Despite an overcrowded ballot for both the presidency and National Assembly, Sunday's election fails to offer the alternative Romanians need most: stability.
The second election in less than three years since Romanians overthrew dictator Nicolae Ceausescu has shaped up into a battle of spoilers, with a six-way race for president and a Parliament guaranteed to be hopelessly split.
Infighting in the ruling National Salvation Front and inexperience among the fractured opposition have left most voters with a feeling that they must choose among the lesser of many evils.
Opinion polls, although of questionable reliability, show that none of the presidential candidates enjoys anything near majority support, which is expected to throw voting into a second round and set off elaborate back-room bargaining for support from the losers.
President Ion Iliescu, the populist incumbent who smilingly shrugs off his Communist past, redicts reelection on the second ballot--an outcome feared to be likely even by his opponents.
The latest polls show Bucharest University Dean Emil Constantinescu, an advocate of free-market reforms, with a slight lead over Iliescu. But radical nationalist Gheorghe Funar and center-left Social Democrat Caius Dragomir have also been drawing greater than 10% each, promising to put a large chunk of the electorate up for grabs at the Oct. 11 runoff.
Funar supporters would naturally move to Iliescu's side in the likely event of an inconclusive first ballot, as would many of those who vote for Dragomir on Sunday. Dragomir and Iliescu represent rival wings of the National Salvation Front, which split into two parties in March over the pace and scope of economic reforms.
"In a contest between Iliescu and Constantinescu, Iliescu would win," predicts Dragomir, nearly conceding that he is unlikely to be around for the second ballot. "This would be disaster for Romania--isolation and a perestroika kind of communism, because he (Iliescu) is evidently not able to break old habits."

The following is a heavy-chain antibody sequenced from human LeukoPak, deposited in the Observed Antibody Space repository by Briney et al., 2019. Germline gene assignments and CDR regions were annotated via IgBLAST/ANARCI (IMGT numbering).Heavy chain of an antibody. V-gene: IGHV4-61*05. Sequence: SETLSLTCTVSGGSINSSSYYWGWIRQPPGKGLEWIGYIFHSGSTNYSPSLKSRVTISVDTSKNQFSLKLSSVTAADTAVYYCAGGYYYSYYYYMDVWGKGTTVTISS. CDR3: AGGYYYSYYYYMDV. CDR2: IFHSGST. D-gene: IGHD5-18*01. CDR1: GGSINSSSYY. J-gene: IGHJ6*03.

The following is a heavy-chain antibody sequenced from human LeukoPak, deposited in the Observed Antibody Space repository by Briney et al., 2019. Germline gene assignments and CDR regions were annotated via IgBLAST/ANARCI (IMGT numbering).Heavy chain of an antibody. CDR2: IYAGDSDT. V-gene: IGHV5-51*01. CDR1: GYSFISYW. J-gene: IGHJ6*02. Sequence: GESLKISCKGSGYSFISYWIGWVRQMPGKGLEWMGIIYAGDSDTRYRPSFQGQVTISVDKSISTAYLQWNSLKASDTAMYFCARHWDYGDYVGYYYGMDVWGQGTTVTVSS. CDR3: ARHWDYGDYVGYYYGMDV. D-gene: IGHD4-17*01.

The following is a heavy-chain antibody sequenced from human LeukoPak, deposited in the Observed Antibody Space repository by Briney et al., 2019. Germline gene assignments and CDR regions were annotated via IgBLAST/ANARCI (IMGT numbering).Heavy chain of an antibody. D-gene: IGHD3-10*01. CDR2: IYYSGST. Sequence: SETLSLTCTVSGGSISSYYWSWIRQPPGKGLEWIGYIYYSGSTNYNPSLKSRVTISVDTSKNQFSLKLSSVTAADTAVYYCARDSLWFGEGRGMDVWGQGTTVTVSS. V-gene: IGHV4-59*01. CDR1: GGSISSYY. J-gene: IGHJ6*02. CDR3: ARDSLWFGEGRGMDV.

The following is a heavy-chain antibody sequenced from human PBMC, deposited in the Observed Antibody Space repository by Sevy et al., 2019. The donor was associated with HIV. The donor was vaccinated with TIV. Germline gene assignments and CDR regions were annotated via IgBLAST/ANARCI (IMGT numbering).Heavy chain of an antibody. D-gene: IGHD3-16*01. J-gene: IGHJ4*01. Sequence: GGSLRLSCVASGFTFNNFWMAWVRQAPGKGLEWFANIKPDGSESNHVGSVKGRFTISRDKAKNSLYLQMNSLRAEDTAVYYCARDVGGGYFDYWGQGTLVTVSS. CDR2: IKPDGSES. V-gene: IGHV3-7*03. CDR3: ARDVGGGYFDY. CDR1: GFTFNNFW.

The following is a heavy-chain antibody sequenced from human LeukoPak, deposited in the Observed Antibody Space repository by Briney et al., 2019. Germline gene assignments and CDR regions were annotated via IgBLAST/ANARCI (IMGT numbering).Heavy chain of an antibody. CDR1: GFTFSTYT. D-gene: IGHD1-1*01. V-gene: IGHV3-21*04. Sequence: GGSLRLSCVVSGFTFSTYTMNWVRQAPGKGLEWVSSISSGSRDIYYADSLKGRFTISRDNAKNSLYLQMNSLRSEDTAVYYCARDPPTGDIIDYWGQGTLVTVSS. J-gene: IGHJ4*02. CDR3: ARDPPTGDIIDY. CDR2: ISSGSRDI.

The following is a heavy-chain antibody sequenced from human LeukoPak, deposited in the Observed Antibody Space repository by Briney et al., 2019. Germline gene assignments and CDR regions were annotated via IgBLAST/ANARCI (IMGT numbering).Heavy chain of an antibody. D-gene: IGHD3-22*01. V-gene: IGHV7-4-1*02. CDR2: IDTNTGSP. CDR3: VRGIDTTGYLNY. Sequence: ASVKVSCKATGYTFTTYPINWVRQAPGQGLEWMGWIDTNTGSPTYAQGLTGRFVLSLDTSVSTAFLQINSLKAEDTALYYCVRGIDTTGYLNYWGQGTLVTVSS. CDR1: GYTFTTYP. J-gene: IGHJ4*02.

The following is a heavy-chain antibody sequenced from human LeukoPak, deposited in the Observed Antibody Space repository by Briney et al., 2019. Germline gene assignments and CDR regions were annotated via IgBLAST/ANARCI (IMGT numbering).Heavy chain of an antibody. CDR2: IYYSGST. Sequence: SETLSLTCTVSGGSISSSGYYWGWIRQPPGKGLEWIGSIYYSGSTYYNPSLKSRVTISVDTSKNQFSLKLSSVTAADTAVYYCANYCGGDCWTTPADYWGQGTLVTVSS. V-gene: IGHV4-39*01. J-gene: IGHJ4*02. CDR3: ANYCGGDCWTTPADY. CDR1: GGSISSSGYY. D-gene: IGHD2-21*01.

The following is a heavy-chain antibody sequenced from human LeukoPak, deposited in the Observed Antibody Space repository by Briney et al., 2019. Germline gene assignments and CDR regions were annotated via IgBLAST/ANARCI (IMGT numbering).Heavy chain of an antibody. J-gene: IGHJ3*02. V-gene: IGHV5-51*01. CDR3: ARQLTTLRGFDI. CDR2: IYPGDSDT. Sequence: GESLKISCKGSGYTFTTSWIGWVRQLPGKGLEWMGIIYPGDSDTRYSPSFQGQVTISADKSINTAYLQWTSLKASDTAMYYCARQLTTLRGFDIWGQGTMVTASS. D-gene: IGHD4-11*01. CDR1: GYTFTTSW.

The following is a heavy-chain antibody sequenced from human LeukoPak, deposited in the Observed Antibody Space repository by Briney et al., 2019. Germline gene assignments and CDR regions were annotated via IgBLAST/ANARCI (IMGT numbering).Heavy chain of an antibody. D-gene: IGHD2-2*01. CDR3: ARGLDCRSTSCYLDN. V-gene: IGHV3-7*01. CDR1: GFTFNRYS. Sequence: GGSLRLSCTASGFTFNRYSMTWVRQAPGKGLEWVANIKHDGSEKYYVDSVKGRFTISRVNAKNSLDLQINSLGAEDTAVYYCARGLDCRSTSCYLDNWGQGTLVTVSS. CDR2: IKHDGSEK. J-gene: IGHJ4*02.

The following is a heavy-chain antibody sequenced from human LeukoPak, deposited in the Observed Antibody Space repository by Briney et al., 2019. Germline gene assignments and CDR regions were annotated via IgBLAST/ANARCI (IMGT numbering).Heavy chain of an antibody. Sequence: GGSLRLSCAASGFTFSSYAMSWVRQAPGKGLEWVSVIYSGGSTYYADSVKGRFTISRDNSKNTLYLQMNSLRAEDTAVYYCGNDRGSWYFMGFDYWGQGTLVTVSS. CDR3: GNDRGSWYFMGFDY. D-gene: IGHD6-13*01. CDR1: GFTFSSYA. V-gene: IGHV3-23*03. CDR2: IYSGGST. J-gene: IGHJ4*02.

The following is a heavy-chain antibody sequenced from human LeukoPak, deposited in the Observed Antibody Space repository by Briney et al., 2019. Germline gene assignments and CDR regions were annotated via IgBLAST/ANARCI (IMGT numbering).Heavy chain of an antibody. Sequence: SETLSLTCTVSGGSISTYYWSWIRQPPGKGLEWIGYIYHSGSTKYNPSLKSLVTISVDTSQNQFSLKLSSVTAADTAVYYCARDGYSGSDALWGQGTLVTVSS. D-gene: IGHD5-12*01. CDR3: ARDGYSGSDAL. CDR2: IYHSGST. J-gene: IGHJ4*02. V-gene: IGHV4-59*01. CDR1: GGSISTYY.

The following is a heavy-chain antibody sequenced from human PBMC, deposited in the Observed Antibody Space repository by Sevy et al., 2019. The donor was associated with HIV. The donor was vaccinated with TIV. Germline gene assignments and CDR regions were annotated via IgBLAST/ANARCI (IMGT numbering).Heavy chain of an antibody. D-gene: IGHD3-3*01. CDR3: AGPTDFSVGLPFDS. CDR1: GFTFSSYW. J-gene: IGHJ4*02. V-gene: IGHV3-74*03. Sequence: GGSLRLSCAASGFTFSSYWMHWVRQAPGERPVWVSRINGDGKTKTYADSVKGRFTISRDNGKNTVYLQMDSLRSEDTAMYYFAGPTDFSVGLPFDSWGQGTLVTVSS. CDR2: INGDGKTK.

Iliescu seeks to justify putting the brakes on reform by citing the nearly 700% inflation suffered over the last two years and a spiraling jobless rate that has thrown as many as 1 million Romanians out of work, in a country that offers pitiful social assistance.
The 62-year-old president is equally dismissive of Western criticism of the strong-arm tactics he has used to silence opponents and of suggestions that the nation's interests might best be served if he stepped down.
"It is not up to others but up to us to decide who rules Romania," Iliescu said in an interview, vaguely accusing Western "political lobby interests" of unjustly staining his reputation.
Much of Romania's unstable image results from devastating attacks by coal miners who were summoned to Bucharest by Iliescu to quell opposition unrest. Six people were beaten to death in a June, 1990, rampage, and reformist Prime Minister Petre Roman was forced out of office last October after another destructive assault.
Yet Iliescu makes no apologies for his actions. "You have riots in Los Angeles and peasant protests in Paris. This is a process you can find in many countries during such difficult moments," he said.
Current forecasts suggest that at least seven widely divergent parties will clear the 3% minimum needed to win seats in the 143-member Senate or 328-member House. That is expected to hamper negotiations on selecting a new Cabinet as parties representing such diverse interests as reunification with the former Soviet republic of Moldova and restriction of minority rights battle to get their people into a coalition.
An opposition sweep of the presidency and Parliament is considered unlikely and would be met with a harsh and destabilizing reaction by radical groups such as the miners.
If Iliescu wins the presidency and opposition forces dominate the Parliament, the two branches of power would wrangle endlessly, thwarting progress on reform. If an anti-reform coalition emerges, massive unrest is almost guaranteed, at least in the pro-market stronghold of Bucharest.